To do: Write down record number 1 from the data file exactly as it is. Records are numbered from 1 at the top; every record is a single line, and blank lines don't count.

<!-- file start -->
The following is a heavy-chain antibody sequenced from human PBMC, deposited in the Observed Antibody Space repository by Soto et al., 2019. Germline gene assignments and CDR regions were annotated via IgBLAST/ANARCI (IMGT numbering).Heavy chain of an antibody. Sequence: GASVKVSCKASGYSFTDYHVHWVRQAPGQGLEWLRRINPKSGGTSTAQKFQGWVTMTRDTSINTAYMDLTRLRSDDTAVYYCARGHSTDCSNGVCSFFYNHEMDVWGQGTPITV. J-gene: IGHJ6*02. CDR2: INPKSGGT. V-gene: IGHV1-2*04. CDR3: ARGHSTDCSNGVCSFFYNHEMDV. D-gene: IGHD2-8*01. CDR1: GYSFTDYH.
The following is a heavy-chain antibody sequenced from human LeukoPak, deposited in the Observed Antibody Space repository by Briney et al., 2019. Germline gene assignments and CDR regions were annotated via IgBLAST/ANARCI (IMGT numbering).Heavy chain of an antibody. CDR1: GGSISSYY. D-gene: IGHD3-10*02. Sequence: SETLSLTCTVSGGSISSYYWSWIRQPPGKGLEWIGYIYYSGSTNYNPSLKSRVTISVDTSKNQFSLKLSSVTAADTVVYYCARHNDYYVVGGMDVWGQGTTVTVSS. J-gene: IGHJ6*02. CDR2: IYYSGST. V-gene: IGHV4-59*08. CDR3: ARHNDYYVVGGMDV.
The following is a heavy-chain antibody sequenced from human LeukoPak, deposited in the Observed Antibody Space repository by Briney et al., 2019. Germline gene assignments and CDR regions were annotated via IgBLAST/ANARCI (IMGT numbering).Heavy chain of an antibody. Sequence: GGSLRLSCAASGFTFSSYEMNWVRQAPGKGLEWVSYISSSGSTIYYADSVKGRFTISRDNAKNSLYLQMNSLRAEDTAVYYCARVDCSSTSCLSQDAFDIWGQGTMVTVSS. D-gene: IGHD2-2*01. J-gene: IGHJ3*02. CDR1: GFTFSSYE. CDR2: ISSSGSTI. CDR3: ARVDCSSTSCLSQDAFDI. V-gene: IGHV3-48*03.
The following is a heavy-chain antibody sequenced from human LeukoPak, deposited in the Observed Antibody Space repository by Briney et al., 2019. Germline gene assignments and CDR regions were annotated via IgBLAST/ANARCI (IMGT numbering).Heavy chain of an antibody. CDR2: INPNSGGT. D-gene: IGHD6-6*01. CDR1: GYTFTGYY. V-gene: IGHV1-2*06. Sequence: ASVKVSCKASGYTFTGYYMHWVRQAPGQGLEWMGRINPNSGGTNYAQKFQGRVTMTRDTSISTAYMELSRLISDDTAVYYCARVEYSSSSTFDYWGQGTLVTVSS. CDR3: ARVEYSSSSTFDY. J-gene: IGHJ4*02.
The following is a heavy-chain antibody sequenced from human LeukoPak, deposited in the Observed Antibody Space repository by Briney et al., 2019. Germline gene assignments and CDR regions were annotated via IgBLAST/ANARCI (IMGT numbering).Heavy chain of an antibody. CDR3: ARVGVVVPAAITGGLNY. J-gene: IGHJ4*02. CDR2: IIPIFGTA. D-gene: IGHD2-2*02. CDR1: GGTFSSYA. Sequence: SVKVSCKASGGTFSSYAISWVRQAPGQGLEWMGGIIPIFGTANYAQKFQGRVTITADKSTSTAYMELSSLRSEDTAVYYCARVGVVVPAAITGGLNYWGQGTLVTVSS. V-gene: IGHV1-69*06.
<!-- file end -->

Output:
The following is a heavy-chain antibody sequenced from human PBMC, deposited in the Observed Antibody Space repository by Soto et al., 2019. Germline gene assignments and CDR regions were annotated via IgBLAST/ANARCI (IMGT numbering).Heavy chain of an antibody. Sequence: GASVKVSCKASGYSFTDYHVHWVRQAPGQGLEWLRRINPKSGGTSTAQKFQGWVTMTRDTSINTAYMDLTRLRSDDTAVYYCARGHSTDCSNGVCSFFYNHEMDVWGQGTPITV. J-gene: IGHJ6*02. CDR2: INPKSGGT. V-gene: IGHV1-2*04. CDR3: ARGHSTDCSNGVCSFFYNHEMDV. D-gene: IGHD2-8*01. CDR1: GYSFTDYH.